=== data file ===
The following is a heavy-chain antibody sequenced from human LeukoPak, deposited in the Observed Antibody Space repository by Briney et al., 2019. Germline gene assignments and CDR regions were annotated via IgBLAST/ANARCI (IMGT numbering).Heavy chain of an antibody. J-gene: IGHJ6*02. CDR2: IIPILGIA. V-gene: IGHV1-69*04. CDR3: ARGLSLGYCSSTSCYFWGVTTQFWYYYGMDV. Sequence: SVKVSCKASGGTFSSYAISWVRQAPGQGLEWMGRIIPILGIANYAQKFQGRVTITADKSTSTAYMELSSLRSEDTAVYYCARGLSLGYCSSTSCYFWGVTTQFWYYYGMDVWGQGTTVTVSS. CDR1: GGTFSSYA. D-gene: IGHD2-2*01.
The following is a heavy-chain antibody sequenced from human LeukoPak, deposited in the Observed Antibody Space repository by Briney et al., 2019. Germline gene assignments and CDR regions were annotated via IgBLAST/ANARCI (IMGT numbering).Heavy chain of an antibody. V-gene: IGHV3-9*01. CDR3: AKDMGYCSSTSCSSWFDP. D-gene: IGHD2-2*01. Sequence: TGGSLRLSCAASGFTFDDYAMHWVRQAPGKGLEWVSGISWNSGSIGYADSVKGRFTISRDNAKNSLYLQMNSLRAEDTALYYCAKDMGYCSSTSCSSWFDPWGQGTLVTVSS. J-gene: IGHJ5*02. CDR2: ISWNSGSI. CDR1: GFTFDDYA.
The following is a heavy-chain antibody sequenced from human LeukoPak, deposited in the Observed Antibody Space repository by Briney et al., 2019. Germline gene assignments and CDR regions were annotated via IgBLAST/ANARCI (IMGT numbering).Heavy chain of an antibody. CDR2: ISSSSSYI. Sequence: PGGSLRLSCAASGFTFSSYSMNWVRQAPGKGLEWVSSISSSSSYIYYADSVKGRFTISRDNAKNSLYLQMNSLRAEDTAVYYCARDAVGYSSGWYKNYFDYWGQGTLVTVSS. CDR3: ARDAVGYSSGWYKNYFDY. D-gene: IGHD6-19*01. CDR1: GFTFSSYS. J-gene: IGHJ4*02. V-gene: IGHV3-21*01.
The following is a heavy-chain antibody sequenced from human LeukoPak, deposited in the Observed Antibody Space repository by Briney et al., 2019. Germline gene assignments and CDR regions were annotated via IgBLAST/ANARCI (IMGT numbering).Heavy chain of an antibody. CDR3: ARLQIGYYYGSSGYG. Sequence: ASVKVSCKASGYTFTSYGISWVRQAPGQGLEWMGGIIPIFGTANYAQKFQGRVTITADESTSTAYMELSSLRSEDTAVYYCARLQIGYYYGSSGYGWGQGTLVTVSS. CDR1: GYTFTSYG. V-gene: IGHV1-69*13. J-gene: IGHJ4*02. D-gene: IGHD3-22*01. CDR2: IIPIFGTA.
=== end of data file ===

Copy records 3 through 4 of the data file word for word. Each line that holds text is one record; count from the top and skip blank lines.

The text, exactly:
The following is a heavy-chain antibody sequenced from human LeukoPak, deposited in the Observed Antibody Space repository by Briney et al., 2019. Germline gene assignments and CDR regions were annotated via IgBLAST/ANARCI (IMGT numbering).Heavy chain of an antibody. CDR2: ISSSSSYI. Sequence: PGGSLRLSCAASGFTFSSYSMNWVRQAPGKGLEWVSSISSSSSYIYYADSVKGRFTISRDNAKNSLYLQMNSLRAEDTAVYYCARDAVGYSSGWYKNYFDYWGQGTLVTVSS. CDR3: ARDAVGYSSGWYKNYFDY. D-gene: IGHD6-19*01. CDR1: GFTFSSYS. J-gene: IGHJ4*02. V-gene: IGHV3-21*01.
The following is a heavy-chain antibody sequenced from human LeukoPak, deposited in the Observed Antibody Space repository by Briney et al., 2019. Germline gene assignments and CDR regions were annotated via IgBLAST/ANARCI (IMGT numbering).Heavy chain of an antibody. CDR3: ARLQIGYYYGSSGYG. Sequence: ASVKVSCKASGYTFTSYGISWVRQAPGQGLEWMGGIIPIFGTANYAQKFQGRVTITADESTSTAYMELSSLRSEDTAVYYCARLQIGYYYGSSGYGWGQGTLVTVSS. CDR1: GYTFTSYG. V-gene: IGHV1-69*13. J-gene: IGHJ4*02. D-gene: IGHD3-22*01. CDR2: IIPIFGTA.